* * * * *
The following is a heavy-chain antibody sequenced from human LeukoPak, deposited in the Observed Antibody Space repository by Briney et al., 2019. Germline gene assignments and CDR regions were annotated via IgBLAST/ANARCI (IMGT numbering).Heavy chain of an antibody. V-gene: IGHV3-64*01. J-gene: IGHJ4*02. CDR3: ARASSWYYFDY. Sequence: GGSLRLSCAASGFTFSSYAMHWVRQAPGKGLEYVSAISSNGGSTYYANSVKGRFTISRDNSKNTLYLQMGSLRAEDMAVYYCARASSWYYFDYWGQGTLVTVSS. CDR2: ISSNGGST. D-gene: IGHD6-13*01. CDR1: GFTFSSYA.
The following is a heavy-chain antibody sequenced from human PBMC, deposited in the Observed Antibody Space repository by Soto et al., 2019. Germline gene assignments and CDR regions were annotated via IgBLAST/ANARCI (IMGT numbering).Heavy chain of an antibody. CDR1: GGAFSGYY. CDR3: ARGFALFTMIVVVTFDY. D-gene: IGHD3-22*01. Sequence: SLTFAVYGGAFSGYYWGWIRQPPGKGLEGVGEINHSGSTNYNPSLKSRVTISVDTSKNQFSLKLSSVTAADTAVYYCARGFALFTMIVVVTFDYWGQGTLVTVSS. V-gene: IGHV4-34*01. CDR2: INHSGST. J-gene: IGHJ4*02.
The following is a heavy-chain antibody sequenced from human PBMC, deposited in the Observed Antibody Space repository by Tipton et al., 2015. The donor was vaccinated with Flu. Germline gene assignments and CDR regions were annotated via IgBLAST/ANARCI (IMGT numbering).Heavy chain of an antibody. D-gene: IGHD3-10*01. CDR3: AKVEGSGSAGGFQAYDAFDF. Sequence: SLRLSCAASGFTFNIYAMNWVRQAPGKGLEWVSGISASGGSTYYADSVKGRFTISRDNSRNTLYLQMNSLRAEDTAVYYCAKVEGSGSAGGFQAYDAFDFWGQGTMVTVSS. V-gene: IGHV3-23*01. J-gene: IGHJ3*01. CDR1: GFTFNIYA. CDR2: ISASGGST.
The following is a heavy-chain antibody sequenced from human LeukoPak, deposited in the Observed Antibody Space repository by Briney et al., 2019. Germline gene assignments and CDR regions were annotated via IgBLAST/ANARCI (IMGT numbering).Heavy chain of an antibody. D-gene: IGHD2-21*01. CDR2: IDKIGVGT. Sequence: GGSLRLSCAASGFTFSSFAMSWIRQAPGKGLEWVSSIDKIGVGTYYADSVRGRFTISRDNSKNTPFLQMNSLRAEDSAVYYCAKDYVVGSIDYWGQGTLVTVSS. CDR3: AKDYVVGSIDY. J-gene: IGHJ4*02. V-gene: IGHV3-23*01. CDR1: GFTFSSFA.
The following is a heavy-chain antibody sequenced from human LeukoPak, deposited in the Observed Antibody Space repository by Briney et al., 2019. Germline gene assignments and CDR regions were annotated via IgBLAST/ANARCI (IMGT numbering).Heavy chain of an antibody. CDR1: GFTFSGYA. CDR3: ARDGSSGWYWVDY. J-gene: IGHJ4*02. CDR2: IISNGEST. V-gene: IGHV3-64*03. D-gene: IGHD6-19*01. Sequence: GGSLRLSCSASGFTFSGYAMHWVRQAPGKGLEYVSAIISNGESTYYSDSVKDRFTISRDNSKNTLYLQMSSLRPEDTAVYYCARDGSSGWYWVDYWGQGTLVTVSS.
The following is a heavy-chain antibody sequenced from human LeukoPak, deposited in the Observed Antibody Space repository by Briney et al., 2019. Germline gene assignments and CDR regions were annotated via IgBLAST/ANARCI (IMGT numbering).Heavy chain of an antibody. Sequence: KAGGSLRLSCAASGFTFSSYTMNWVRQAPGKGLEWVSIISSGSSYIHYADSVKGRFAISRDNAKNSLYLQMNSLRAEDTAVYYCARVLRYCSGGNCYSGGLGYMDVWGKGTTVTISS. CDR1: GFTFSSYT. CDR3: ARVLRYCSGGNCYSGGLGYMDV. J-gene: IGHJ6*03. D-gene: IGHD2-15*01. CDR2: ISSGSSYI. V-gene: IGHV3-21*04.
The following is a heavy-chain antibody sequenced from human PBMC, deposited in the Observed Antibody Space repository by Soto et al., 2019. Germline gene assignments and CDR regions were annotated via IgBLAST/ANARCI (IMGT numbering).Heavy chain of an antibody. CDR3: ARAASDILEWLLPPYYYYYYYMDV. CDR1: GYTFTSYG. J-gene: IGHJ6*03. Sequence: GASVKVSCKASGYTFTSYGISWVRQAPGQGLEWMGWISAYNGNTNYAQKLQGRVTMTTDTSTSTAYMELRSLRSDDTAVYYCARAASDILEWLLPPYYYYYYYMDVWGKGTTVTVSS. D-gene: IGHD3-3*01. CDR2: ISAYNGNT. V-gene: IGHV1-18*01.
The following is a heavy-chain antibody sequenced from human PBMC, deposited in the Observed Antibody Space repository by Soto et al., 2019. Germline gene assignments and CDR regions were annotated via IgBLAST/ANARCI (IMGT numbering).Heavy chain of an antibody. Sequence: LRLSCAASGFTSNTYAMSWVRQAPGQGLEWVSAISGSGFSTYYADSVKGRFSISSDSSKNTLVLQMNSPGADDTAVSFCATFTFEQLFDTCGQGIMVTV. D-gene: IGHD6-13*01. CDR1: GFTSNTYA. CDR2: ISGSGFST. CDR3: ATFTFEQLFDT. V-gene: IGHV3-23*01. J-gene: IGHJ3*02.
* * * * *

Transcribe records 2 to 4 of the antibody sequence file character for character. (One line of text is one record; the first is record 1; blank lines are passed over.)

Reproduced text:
The following is a heavy-chain antibody sequenced from human PBMC, deposited in the Observed Antibody Space repository by Soto et al., 2019. Germline gene assignments and CDR regions were annotated via IgBLAST/ANARCI (IMGT numbering).Heavy chain of an antibody. CDR1: GGAFSGYY. CDR3: ARGFALFTMIVVVTFDY. D-gene: IGHD3-22*01. Sequence: SLTFAVYGGAFSGYYWGWIRQPPGKGLEGVGEINHSGSTNYNPSLKSRVTISVDTSKNQFSLKLSSVTAADTAVYYCARGFALFTMIVVVTFDYWGQGTLVTVSS. V-gene: IGHV4-34*01. CDR2: INHSGST. J-gene: IGHJ4*02.
The following is a heavy-chain antibody sequenced from human PBMC, deposited in the Observed Antibody Space repository by Tipton et al., 2015. The donor was vaccinated with Flu. Germline gene assignments and CDR regions were annotated via IgBLAST/ANARCI (IMGT numbering).Heavy chain of an antibody. D-gene: IGHD3-10*01. CDR3: AKVEGSGSAGGFQAYDAFDF. Sequence: SLRLSCAASGFTFNIYAMNWVRQAPGKGLEWVSGISASGGSTYYADSVKGRFTISRDNSRNTLYLQMNSLRAEDTAVYYCAKVEGSGSAGGFQAYDAFDFWGQGTMVTVSS. V-gene: IGHV3-23*01. J-gene: IGHJ3*01. CDR1: GFTFNIYA. CDR2: ISASGGST.
The following is a heavy-chain antibody sequenced from human LeukoPak, deposited in the Observed Antibody Space repository by Briney et al., 2019. Germline gene assignments and CDR regions were annotated via IgBLAST/ANARCI (IMGT numbering).Heavy chain of an antibody. D-gene: IGHD2-21*01. CDR2: IDKIGVGT. Sequence: GGSLRLSCAASGFTFSSFAMSWIRQAPGKGLEWVSSIDKIGVGTYYADSVRGRFTISRDNSKNTPFLQMNSLRAEDSAVYYCAKDYVVGSIDYWGQGTLVTVSS. CDR3: AKDYVVGSIDY. J-gene: IGHJ4*02. V-gene: IGHV3-23*01. CDR1: GFTFSSFA.